November 2006


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Jobs Most at Risk From Back Problems

An article from the October 7, 2006 BBC News in the United Kingdom reports on a survey study listing the 5 top jobs most likely to cause back issues among workers in the United Kingdom.  The list, compiled and published by the British Chiropractic Association (BCA) has some surprising findings.

The study conducted by the BCA surveyed 2,374 people, found that 59% of the working population, in the top category at risk for back problems, sit down all day.  Many of these people do not leave their desks even for a lunch break.  This sedentary lifestyle coupled with  positioning and long hours puts office workers at a higher risk than the excessive lifting and carrying done by those employed in manual jobs. The top five list as released by the British Chiropractic Association is as follows:

  1. Office Worker - Long periods of time sitting in awkward positions, often slouched over computer keyboards, or maybe sitting at chairs not properly adjusted for their needs.
  2. Nurse - Long shifts, often on their feet all day as well as lifting and carrying.
  3. Driver - Hours a day spent at the wheel, sitting in a poor position, along with limited movement.
  4. Laborer - Repeated strain from lifting heavy weights and often twisting in awkward positions.
  5. Teacher & Nursery Staff - Continuously bending down to a child’s height and lifting children can cause back problems

Dr. Tim Hutchful speaking for the BCA comments: “This survey has highlighted what we chiropractors have known for some time. Lack of exercise and sedentary lifestyle is taking its toll. It is assumed that those most at risk from back pain are the ones who have very physical jobs however, as this research has unveiled, whilst lifting and carrying are still common triggers for back pain, it is those with less physically demanding jobs and who are often seated for the majority of the day that could be most prone to back problems.”

According to the BCA, one third of UK citizens will suffer from some sort of back problem. Dr. Hutchful added: "For many who work in an office environment, it is the day-to-day, mundane routines that are at the root of most back problems. Hunching over computer keyboards and cradling the phone between the ear and shoulder can all contribute to lower back and neck stiffness, not to mention the fact that many office workers sit for hours at a time with very little movement."



Flu Jabs Could be a Waste of Time

The above is a portion of a headline from the October 27, 2006 issue of the United Kingdom publication the Telegraph. The article, and several others on the same subject, were initiated because of a report appearing in the October 28, 2006 issue of the prestigious British Medical Journal (BMJ).  In the BMJ report, Dr. Tom Jefferson notes that many studies on flu vaccinations were of poor quality and showed evidence of bias.

Dr. Jefferson is the coordinator of the vaccines section of the Cochrane Collaboration, an independent group that reviews research and tests its validity.  According to the Telegraph article Dr. Jefferson has analyzed the best available evidence showing the impact of vaccination on the population. He states, "I am interested in the gap between evidence and policy. I have looked at the facts. All I can say is that I have not found the evidence."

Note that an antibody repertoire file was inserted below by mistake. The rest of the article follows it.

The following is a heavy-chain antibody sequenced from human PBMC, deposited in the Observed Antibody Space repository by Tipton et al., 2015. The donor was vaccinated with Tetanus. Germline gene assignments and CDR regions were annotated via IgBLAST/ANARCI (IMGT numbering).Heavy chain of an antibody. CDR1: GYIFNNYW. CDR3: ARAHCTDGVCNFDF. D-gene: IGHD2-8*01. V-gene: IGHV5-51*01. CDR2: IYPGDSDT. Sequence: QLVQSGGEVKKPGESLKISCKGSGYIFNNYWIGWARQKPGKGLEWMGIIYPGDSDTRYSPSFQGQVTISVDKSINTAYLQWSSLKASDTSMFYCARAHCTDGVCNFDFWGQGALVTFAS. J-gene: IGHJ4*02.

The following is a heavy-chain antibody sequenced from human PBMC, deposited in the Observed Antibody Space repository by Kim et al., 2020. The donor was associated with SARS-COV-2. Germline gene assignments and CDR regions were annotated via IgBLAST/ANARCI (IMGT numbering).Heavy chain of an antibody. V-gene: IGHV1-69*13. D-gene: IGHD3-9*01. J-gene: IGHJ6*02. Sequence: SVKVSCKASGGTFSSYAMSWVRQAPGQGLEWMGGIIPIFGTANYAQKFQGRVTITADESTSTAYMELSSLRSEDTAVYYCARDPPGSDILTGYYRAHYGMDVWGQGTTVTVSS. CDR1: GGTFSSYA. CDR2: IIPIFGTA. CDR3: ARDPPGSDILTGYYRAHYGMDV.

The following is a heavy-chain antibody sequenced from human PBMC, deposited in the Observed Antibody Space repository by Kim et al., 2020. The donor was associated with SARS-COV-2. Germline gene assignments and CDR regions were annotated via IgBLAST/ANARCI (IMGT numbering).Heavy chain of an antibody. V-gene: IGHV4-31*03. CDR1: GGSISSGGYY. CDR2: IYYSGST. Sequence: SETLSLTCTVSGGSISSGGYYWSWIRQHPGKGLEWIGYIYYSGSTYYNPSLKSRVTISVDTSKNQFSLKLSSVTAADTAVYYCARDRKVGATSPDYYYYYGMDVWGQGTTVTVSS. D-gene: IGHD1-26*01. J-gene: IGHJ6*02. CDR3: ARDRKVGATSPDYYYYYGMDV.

After an extensive review of scientific studies available on Flu vaccinations, Dr. Jefferson found that up to the age of two, infants were no better off getting the vaccination than getting a placebo.  Likewise, he also found that there was little evidence of benefit for older children as well.  Contrary to common vaccination recommendations he could not find enough evidence of benefit for people with chronic chest problems, asthma and cystic fibrosis.

The report even points out the lack of consistent evidence in elderly populations.  Dr. Jefferson noted the wide swing in statistics and attributes this inconsistency to biased reporting and inconsistencies in surveillance. In healthy populations, the BMJ report showed no evidence of need for Flu vaccine. The evidence showed among  healthy people under 65 who received a flu vaccination, there was no effect on possible hospital stay, time off work, or death from influenza and its complications. 

Dr. Jefferson's report calls into question the aggressive vaccination policies and recommendations. The report noted, "The large gap between policy and what the data tell us (when rigorously assembled and evaluated) is surprising."  In concluding his report, Dr. Jefferson remarks on the common fear spread about Flu predictions which commonly make the general press and send masses scurrying to get their shots, "The optimistic and confident tone of some predictions of viral circulation and of the impact of inactivated vaccines, which are at odds with the evidence, is striking."

As a side note, 28 news outlets reported on this finding from the BMJ. It is interesting to note that no mainstream US news outlets covered the story and only 3 news publications of any kind in the US even carried this story.



Life Changed Under Chiropractic, Case Study

From the October 11, 2006 issue of the peer reviewed publication, the Journal of Vertebral Subluxation Research (JVSR), comes a documented case study of a 36 year old man whose life was changed by chiropractic.  In this case study, the individual was suffering from a variety of ailments including; self reported stress, eye pain and left leg pain of 14 years going down into the foot. He additionally had complains of gastritis, ulcers, nervousness, depression, lack of concentration and general loss of interest in daily life.

His lifestyle was not ideal, it was noted that the patient smokes, did not exercise, and regularly ate a sub-optimal diet. It was also noted that the patient also had a history of alcoholism with several bouts of severe binge drinking which resulted in falls. The authors of this case report noted that the initiation of chiropractic care by itself is not "sufficient intervention to allow a person to achieve total health.” But they did note that "patients under chiropractic care tend, as their subluxations reduce, to spontaneously take up lifestyle changes or health enhancing activities."

The care rendered on this individual was specific for correction of vertebral subluxations. The patient was periodically re-evaluated for correction of subluxations and was asked to self rate his overall health and quality of life.  After the 6 months period, the patient experienced a (self rated) 95% improvement in left leg pain, headaches and eye pain.  He also reported an improvement in his secondary health concerns which included a decrease in stress levels, nervousness, lack of concentration, irritability and apathy, as well normalization of digestive function. After 6 months of care, the patient was physically pain-free and did not have to use medications.  He reported his overall health to be improved 100% after six months of chiropractic care.